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Figure 5. (a) A setup for measurements of resistivity as a function of temperature, down to 4 K. (b) A setup for measurements of mutual inductance vs. temperature, down to 4 K. (c) A closed-cycle cryocooler for transport or inductance measurements down to 3 K. (d) The sample stage of CCC with a custom-designed and built thermal stabilizer and a sample holder for transport measurements.

We have purchased and customized two top-loading He3 cryostats together with 9 T superconducting magnets from Cryo Industry of America, Inc., see Figs. 6a,b. They enable us to tune the sample temperature from 300 K down to 300 mK with a temperature stability of ±0.1 mK, and apply a magnetic field from 0 T to 9 T. With our customized design of the sample probes, we can conduct a variety of experiments measuring different physics quantities, e.g. mutual inductance, resistivity, or the Hall effect. A helium liquefier (Fig. 6e) captures and liquefies the boil-off from these two systems, which has significantly reduced the amount of liquid helium consumed when operating this equipment.

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Figure 6. (a, b) 0.3 K, 9 T He3 systems. (c, d) 32-channel He4 system with 1.1 T magnet. (e) The liquid helium recovery plant.

Next, we have built another set-up for multi-channel (parallel) measurements of R(T) and of the Hall effect. It uses a conventional 1.1 T electromagnet, Fig. 6c. Our home-built 32-channel analog and digital lock-in electronics (Fig. 6d) can output a low-frequency ac current and measure ac voltages at 32 channels in parallel, with sub-microvolt accuracy. It lowers the cost and time consumption to acquire high quality transport data and increases the efficiency of our measurements by a factor of ~30. It is equipped with a home-built multiplexer for easy switching between longitudinal resistivity and Hall resistivity measurements.

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Figure 7. (a) Chemistry Laboratory. (b) Tube furnace. (c) Rapid thermal annealing furnace

6. Other processing and characterization facilities

In Fig. 7a, we show our Chemistry Laboratory, where we clean and etch substrates and MBE parts to be inserted into ultra-high vacuum. Fig. 7b shows a split-tube furnace capable of reaching 1200 0C that we use to perform ex-situ annealing experiments after film growth. Fig. 7c shows another furnace, designed to allow for rapid thermal processing with a maximum working temperature of 1500 0C.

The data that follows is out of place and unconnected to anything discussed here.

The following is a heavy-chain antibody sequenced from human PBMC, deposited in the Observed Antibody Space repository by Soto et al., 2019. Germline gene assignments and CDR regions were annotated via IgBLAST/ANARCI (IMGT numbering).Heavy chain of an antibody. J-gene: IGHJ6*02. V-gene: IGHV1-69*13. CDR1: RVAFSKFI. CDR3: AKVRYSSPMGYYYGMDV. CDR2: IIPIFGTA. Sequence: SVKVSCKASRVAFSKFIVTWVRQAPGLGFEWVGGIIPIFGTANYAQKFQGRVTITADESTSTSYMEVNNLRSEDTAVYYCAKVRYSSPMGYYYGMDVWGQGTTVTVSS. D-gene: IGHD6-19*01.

Fig. 8a shows a high-pressure oxygen tube furnace that can reach the pressure of 200 atm and the temperature of 1,100 0C. The sample tube, made of a special Ni-based super-alloy, has an inner space of 20 mm diameter and 550 mm length, so it can accommodate more than 50 samples at the same time. The temperature and the pressure of the furnace are monitored and controlled from a remote computer for maximum safety. Fig. 8b shows a custom-built ozone-annealing chamber for post-growth annealing of samples with temperature as high as 800oC and ozone pressure in the mTorr range. The long-time annealing (from hours to weeks) is beneficial for the improvement of film crystalline coherence and electronic uniformity. Fig. 8c shows a multi-target sputtering system, which we have upgraded and commissioned, and have been using for deposition of ruthenates, tungstates and cobaltates. Fig. 8d shows a thermal evaporation system used for deposition of metallic contacts (mostly Au or Ag) onto MBE-grown or sputtered films, for transport measurements.

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Figure 8. (a) The high-pressure furnace. (b) The ozone-annealing chamber. (c) The sputtering system. (d) The thermal evaporator.

7. User facilities

We employ a range of other tools for nanofabrication (such as electron-beam lithography, reactive ion etching, sputtering of contact layers, and focused ion beam lithography) and for characterization of thin films and devices (scanning electron microscopes, LEEM and PEEM) at CFN user facilities in BNL. We also collaborate with various other groups at BNL, leveraging on their unique experimental facilities such as high-resolution (< 0.8 Å) transmission electron microscopes (the total of 6 instruments at CMPMS and CFN), unique x-ray scattering setups at NSLS-2, ultrafast electron diffraction, etc. Additionally, we are regular users of high-field (31 T dc, 60 T and 90 T pulsed) magnets at National High Magnetic Field Laboratories in Tallahassee, FL and Los Alamos National Laboratory, and the French National High Magnetic Field Laboratory in Grenoble, France.